drippy(7bAL)July 13, 2014

I am moving to Austin at the end of the month. I have a memorial hydrangea, don't know the cultivar, that I would like to bring with me (it's small enough to be in a pot). Some sites I've seen say hydrangeas are hardy for zones 3-7; others say 3-8. Do hydrangeas grow in Austin?

Thanks in advance,

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daninthedirt(Cent TX; HZ10, Sunset z30, USDA z8a)

Hydrangeas do best in acidic soil. You'll be hard pressed to find that in Austin, which is sitting on top of a lot of limestone. Now, what makes it especially hard is that the tap water is slightly alkaline. So you can acidify the soil chemically, but every time you water (unless you're using rainwater, maybe), which you have to do a LOT, you're defeating that acidification.

I have a couple of hydrangeas, and although the plants are very healthy, the blooms have never been impressive.

    Bookmark   July 13, 2014 at 10:43PM
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Just east of Austin, we have acidic soil in the Bastrop area "lost pines," but we are an exception soil-wise. We are not exception moisture-wise and Hydrangeas are not drought tolerant. Like Dan said, it can be done, but you'll have to commit to babying the plant and it'll never be what you are accustomed to.

    Bookmark   July 14, 2014 at 9:26AM
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MKull(8 SATX)

ooh best of luck. My motto for hydrangeas here: "Never Again." I simply don't have what it takes to keep them thriving here. My mother brought a 'limelight' with them from their move from VA to TX last year. It's more drought tolerant but even then it's having a rough time of it just S. of Austin.

    Bookmark   July 14, 2014 at 3:49PM
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daninthedirt(Cent TX; HZ10, Sunset z30, USDA z8a)

Yes, sienna, I was going to note that there ARE pockets of acidic soil around here. But not in Austin itself. I am greatly envious of the Lost Pines soil, where you can even grow berries with some confidence.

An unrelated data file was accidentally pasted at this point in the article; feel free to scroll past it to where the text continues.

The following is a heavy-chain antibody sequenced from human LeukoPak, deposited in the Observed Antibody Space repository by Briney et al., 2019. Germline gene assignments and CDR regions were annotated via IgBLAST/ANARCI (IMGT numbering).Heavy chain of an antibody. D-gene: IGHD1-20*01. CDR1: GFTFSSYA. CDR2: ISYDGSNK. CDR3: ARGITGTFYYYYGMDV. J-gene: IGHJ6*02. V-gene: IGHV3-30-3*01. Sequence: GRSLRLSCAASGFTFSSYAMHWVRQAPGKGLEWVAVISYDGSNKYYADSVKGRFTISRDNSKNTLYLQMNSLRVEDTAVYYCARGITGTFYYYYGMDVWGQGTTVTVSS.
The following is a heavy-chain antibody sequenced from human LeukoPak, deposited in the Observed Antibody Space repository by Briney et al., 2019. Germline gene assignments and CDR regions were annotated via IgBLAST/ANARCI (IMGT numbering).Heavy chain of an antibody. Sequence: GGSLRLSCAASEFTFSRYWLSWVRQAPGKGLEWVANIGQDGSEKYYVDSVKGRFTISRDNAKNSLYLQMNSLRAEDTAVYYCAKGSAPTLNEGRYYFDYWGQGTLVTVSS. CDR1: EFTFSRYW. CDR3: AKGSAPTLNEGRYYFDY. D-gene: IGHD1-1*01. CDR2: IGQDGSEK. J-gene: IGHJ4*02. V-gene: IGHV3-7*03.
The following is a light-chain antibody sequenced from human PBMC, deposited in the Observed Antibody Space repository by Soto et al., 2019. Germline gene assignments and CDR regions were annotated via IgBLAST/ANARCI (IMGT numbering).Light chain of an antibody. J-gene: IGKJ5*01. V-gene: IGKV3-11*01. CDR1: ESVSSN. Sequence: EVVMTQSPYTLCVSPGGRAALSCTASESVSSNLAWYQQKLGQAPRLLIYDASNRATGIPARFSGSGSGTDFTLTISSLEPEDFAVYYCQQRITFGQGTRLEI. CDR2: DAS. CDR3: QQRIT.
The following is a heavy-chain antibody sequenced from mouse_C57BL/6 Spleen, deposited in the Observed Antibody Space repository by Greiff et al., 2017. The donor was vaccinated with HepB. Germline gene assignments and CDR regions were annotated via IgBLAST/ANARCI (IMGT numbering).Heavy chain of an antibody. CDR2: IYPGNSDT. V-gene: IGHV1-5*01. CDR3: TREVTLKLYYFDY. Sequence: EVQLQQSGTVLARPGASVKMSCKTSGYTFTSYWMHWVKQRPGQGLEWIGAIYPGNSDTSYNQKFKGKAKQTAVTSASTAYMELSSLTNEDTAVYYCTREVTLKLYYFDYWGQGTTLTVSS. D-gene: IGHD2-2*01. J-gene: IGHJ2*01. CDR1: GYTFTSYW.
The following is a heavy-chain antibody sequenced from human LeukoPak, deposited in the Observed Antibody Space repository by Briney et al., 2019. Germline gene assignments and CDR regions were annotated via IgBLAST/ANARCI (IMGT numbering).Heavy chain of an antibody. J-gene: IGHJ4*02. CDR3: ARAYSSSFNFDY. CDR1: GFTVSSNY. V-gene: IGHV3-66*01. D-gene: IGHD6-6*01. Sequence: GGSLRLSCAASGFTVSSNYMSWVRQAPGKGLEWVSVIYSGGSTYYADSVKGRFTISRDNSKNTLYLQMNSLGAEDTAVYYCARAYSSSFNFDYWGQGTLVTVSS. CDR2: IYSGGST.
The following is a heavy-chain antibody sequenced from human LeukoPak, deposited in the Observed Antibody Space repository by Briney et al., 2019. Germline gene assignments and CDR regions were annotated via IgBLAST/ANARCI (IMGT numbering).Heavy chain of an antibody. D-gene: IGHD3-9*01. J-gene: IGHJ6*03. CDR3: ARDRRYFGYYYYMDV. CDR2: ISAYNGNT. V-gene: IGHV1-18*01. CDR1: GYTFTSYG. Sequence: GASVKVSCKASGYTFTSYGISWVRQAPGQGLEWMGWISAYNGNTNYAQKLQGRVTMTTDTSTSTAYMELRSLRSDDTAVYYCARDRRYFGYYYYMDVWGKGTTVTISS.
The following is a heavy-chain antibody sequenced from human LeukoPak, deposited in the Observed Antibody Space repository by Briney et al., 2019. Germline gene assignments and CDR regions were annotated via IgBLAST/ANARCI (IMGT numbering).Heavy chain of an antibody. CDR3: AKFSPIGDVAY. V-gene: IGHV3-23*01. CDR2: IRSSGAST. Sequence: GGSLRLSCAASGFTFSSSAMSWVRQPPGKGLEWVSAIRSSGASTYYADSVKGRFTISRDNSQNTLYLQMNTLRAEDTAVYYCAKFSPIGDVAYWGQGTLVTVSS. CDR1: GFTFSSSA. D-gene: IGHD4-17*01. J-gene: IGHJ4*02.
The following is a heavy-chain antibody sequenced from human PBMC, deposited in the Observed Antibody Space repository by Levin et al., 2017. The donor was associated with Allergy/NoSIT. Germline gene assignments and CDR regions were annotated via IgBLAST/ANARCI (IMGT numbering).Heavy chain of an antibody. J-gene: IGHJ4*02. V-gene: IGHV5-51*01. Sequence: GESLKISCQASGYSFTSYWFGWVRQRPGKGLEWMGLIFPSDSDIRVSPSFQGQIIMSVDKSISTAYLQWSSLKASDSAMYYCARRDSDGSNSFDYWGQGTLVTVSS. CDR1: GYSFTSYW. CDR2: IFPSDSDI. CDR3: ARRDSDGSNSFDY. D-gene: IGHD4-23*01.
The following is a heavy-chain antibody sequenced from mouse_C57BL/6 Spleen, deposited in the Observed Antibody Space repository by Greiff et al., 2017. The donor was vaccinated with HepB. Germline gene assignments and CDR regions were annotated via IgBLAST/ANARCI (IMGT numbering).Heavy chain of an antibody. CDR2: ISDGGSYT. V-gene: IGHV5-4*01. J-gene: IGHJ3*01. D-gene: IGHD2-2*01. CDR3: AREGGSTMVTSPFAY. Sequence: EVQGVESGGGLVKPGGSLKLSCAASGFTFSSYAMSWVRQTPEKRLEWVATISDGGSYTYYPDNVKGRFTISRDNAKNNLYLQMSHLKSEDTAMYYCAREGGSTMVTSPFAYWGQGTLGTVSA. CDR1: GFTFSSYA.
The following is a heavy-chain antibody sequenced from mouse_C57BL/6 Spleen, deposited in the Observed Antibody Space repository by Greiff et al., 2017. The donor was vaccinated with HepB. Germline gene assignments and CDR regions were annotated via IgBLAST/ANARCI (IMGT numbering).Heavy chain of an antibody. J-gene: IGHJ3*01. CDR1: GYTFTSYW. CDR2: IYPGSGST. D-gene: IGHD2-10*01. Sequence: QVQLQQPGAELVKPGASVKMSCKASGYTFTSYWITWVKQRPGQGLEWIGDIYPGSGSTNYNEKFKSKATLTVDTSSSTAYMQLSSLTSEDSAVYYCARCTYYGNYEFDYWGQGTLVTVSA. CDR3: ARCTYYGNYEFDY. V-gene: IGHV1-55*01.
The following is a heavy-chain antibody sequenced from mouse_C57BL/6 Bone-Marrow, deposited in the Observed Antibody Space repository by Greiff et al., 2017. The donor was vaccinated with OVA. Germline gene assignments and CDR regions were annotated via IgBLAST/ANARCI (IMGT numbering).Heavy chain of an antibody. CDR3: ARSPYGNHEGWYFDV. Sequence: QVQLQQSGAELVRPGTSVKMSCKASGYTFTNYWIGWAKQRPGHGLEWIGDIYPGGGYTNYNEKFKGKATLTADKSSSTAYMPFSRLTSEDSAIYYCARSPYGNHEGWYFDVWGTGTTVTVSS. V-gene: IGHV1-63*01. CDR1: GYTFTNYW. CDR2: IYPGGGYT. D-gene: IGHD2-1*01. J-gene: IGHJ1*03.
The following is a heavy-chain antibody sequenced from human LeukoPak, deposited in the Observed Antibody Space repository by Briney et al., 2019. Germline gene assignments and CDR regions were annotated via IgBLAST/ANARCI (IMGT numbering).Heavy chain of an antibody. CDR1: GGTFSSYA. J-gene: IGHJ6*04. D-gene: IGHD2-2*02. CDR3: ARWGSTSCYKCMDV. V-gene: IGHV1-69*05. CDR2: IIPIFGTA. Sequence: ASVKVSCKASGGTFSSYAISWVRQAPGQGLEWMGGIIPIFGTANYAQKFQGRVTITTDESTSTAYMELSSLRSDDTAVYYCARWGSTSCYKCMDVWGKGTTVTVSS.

I think there is one hydrangea variety that can tolerate our native soil. See attached link. I presume that means it blooms well.

Now, again, I'll point out that my hydrangeas do fine as plants, with decent but untreated soil, and tap water. They just have pretty insipid flowers. They are, BTW, the thirstiest of all my plants (well, except my catnip ...).

Here is a link that might be useful: Oak Leaf Hydrangea

    Bookmark   July 14, 2014 at 4:02PM
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jardineratx(zone 8, Texas)

I don't believe that the hydrangea would thrive (maybe survive?) in alkaline, dry soil. You can probably grow one in a large container where you can control the soil ph and moisture.

    Bookmark   July 14, 2014 at 7:15PM
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The acidic soil out here is nice, but without the moisture, I've learned that it's still a trial to grow some of the plants that I would like (in theory, azaleas should do okay especially under my pines, but I've managed to kill a few; yet every so often, I have to try again, lol). However, the roses (mostly antiques/Earthkind) do just fine with the acid soil and low rainfall.

    Bookmark   July 15, 2014 at 9:32AM
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love_the_yard(z9A Jax FL)

At least as important as the soil is the sun/shade condition. Hydrangeas in the far south cannot tolerate full sun except early morning. However, they do fine in shifting/dappled sunlight/shade underneath trees, or full shade. I grow hydrangeas in Jacksonville, Florida (zone 9a) in full shade without any problems. I have twelve healthy hydyrangeas, all in full shade.

    Bookmark   July 15, 2014 at 10:04AM
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love_the_yard(z9A Jax FL)

In bloom:

    Bookmark   July 15, 2014 at 10:05AM
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Your hydrangeas are gorgeous! Wish I could get 'em to do that here, but even in the shade, you won't see blooms like that.

    Bookmark   July 15, 2014 at 2:03PM
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love_the_yard(z9A Jax FL)

The soil around the house is quite alkaline due to leaching from the foundation (thus pink blooms rather than blue). I periodically apply aluminum sulfate and still - - pink blooms. In my experience, acidic soil is not essential for growing healthy hydrangeas.

Drippy, if you can find a spot with morning/early day sun only, or dappled sun all day, your hydrangea has a good chance. Water it frequently and deeply during the first year.


    Bookmark   July 15, 2014 at 4:38PM
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